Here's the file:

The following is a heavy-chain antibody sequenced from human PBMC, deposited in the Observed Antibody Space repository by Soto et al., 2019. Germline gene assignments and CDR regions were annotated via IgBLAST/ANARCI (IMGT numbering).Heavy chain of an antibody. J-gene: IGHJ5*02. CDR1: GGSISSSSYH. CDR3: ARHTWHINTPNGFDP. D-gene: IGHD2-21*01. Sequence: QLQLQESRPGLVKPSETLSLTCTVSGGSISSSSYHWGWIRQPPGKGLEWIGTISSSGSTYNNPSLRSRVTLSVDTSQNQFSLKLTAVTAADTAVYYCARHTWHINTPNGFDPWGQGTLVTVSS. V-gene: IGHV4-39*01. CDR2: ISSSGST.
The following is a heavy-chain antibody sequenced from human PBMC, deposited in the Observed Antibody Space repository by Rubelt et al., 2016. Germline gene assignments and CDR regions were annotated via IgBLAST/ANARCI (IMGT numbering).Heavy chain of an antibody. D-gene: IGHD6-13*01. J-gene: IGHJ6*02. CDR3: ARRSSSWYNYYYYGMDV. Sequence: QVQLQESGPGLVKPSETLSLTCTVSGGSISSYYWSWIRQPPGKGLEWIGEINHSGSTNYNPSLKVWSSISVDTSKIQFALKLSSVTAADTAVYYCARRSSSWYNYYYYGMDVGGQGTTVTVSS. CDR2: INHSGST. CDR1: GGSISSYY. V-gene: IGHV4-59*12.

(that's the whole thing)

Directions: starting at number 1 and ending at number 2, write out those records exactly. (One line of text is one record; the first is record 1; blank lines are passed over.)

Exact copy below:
The following is a heavy-chain antibody sequenced from human PBMC, deposited in the Observed Antibody Space repository by Soto et al., 2019. Germline gene assignments and CDR regions were annotated via IgBLAST/ANARCI (IMGT numbering).Heavy chain of an antibody. J-gene: IGHJ5*02. CDR1: GGSISSSSYH. CDR3: ARHTWHINTPNGFDP. D-gene: IGHD2-21*01. Sequence: QLQLQESRPGLVKPSETLSLTCTVSGGSISSSSYHWGWIRQPPGKGLEWIGTISSSGSTYNNPSLRSRVTLSVDTSQNQFSLKLTAVTAADTAVYYCARHTWHINTPNGFDPWGQGTLVTVSS. V-gene: IGHV4-39*01. CDR2: ISSSGST.
The following is a heavy-chain antibody sequenced from human PBMC, deposited in the Observed Antibody Space repository by Rubelt et al., 2016. Germline gene assignments and CDR regions were annotated via IgBLAST/ANARCI (IMGT numbering).Heavy chain of an antibody. D-gene: IGHD6-13*01. J-gene: IGHJ6*02. CDR3: ARRSSSWYNYYYYGMDV. Sequence: QVQLQESGPGLVKPSETLSLTCTVSGGSISSYYWSWIRQPPGKGLEWIGEINHSGSTNYNPSLKVWSSISVDTSKIQFALKLSSVTAADTAVYYCARRSSSWYNYYYYGMDVGGQGTTVTVSS. CDR2: INHSGST. CDR1: GGSISSYY. V-gene: IGHV4-59*12.